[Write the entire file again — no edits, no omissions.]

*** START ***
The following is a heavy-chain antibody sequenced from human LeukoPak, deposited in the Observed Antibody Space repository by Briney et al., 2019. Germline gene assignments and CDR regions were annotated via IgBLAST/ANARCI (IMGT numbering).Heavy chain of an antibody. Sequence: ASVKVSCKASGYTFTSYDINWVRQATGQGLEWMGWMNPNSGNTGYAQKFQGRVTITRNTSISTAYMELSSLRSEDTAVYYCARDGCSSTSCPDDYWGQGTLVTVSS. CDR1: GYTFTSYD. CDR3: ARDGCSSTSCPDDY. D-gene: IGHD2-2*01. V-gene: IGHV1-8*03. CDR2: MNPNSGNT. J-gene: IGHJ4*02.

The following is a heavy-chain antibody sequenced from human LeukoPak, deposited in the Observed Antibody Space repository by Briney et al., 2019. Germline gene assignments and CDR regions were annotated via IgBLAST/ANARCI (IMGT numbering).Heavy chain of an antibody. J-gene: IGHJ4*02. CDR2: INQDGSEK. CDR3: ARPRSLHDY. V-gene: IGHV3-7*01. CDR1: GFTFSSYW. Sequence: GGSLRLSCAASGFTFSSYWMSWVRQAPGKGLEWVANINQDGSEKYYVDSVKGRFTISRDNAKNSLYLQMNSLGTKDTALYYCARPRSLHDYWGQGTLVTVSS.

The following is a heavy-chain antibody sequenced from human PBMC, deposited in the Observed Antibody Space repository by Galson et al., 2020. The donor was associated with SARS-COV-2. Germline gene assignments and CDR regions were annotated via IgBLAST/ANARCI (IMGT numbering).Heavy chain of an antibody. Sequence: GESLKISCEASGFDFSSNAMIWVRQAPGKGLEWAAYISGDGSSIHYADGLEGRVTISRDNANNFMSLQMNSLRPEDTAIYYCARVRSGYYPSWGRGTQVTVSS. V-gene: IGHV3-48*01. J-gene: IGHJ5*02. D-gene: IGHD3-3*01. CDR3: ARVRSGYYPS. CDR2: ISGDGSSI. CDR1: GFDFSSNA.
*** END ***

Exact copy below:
The following is a heavy-chain antibody sequenced from human LeukoPak, deposited in the Observed Antibody Space repository by Briney et al., 2019. Germline gene assignments and CDR regions were annotated via IgBLAST/ANARCI (IMGT numbering).Heavy chain of an antibody. Sequence: ASVKVSCKASGYTFTSYDINWVRQATGQGLEWMGWMNPNSGNTGYAQKFQGRVTITRNTSISTAYMELSSLRSEDTAVYYCARDGCSSTSCPDDYWGQGTLVTVSS. CDR1: GYTFTSYD. CDR3: ARDGCSSTSCPDDY. D-gene: IGHD2-2*01. V-gene: IGHV1-8*03. CDR2: MNPNSGNT. J-gene: IGHJ4*02.

The following is a heavy-chain antibody sequenced from human LeukoPak, deposited in the Observed Antibody Space repository by Briney et al., 2019. Germline gene assignments and CDR regions were annotated via IgBLAST/ANARCI (IMGT numbering).Heavy chain of an antibody. J-gene: IGHJ4*02. CDR2: INQDGSEK. CDR3: ARPRSLHDY. V-gene: IGHV3-7*01. CDR1: GFTFSSYW. Sequence: GGSLRLSCAASGFTFSSYWMSWVRQAPGKGLEWVANINQDGSEKYYVDSVKGRFTISRDNAKNSLYLQMNSLGTKDTALYYCARPRSLHDYWGQGTLVTVSS.

The following is a heavy-chain antibody sequenced from human PBMC, deposited in the Observed Antibody Space repository by Galson et al., 2020. The donor was associated with SARS-COV-2. Germline gene assignments and CDR regions were annotated via IgBLAST/ANARCI (IMGT numbering).Heavy chain of an antibody. Sequence: GESLKISCEASGFDFSSNAMIWVRQAPGKGLEWAAYISGDGSSIHYADGLEGRVTISRDNANNFMSLQMNSLRPEDTAIYYCARVRSGYYPSWGRGTQVTVSS. V-gene: IGHV3-48*01. J-gene: IGHJ5*02. D-gene: IGHD3-3*01. CDR3: ARVRSGYYPS. CDR2: ISGDGSSI. CDR1: GFDFSSNA.